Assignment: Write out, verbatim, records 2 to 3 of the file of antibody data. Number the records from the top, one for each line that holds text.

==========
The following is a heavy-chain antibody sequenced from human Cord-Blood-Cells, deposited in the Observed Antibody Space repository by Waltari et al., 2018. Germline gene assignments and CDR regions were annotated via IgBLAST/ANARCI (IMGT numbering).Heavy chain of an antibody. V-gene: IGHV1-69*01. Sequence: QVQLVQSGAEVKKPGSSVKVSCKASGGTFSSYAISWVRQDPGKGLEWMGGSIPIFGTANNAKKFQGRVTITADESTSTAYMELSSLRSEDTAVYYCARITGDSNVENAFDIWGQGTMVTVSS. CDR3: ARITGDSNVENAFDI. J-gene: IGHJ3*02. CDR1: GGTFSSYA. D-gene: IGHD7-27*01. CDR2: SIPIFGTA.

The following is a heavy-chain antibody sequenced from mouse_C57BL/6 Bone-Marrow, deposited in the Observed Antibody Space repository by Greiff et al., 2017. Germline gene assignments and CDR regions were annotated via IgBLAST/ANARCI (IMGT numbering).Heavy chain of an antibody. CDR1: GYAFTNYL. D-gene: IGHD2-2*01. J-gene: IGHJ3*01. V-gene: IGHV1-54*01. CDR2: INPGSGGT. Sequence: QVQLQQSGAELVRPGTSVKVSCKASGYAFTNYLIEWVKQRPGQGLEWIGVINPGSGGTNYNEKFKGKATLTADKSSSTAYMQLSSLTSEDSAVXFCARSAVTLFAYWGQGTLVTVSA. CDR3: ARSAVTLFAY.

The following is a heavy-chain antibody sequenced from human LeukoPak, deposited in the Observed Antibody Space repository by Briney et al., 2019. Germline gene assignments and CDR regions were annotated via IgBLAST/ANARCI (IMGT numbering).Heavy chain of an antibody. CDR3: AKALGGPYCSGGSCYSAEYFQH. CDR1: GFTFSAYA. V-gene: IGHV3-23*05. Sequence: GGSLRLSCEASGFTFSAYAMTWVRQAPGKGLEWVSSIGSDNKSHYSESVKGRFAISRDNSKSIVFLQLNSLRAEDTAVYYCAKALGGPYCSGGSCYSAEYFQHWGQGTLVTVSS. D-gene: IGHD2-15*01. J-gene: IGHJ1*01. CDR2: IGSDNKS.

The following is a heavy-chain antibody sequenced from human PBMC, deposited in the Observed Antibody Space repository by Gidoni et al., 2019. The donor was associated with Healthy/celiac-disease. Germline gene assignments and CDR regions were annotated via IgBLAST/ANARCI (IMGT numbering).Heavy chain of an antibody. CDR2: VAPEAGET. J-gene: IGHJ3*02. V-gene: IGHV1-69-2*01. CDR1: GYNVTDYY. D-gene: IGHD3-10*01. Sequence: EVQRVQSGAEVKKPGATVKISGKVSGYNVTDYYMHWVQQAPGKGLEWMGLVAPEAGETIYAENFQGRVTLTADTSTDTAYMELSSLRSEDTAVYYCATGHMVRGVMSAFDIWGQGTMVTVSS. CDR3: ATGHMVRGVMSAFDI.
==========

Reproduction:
The following is a heavy-chain antibody sequenced from mouse_C57BL/6 Bone-Marrow, deposited in the Observed Antibody Space repository by Greiff et al., 2017. Germline gene assignments and CDR regions were annotated via IgBLAST/ANARCI (IMGT numbering).Heavy chain of an antibody. CDR1: GYAFTNYL. D-gene: IGHD2-2*01. J-gene: IGHJ3*01. V-gene: IGHV1-54*01. CDR2: INPGSGGT. Sequence: QVQLQQSGAELVRPGTSVKVSCKASGYAFTNYLIEWVKQRPGQGLEWIGVINPGSGGTNYNEKFKGKATLTADKSSSTAYMQLSSLTSEDSAVXFCARSAVTLFAYWGQGTLVTVSA. CDR3: ARSAVTLFAY.

The following is a heavy-chain antibody sequenced from human LeukoPak, deposited in the Observed Antibody Space repository by Briney et al., 2019. Germline gene assignments and CDR regions were annotated via IgBLAST/ANARCI (IMGT numbering).Heavy chain of an antibody. CDR3: AKALGGPYCSGGSCYSAEYFQH. CDR1: GFTFSAYA. V-gene: IGHV3-23*05. Sequence: GGSLRLSCEASGFTFSAYAMTWVRQAPGKGLEWVSSIGSDNKSHYSESVKGRFAISRDNSKSIVFLQLNSLRAEDTAVYYCAKALGGPYCSGGSCYSAEYFQHWGQGTLVTVSS. D-gene: IGHD2-15*01. J-gene: IGHJ1*01. CDR2: IGSDNKS.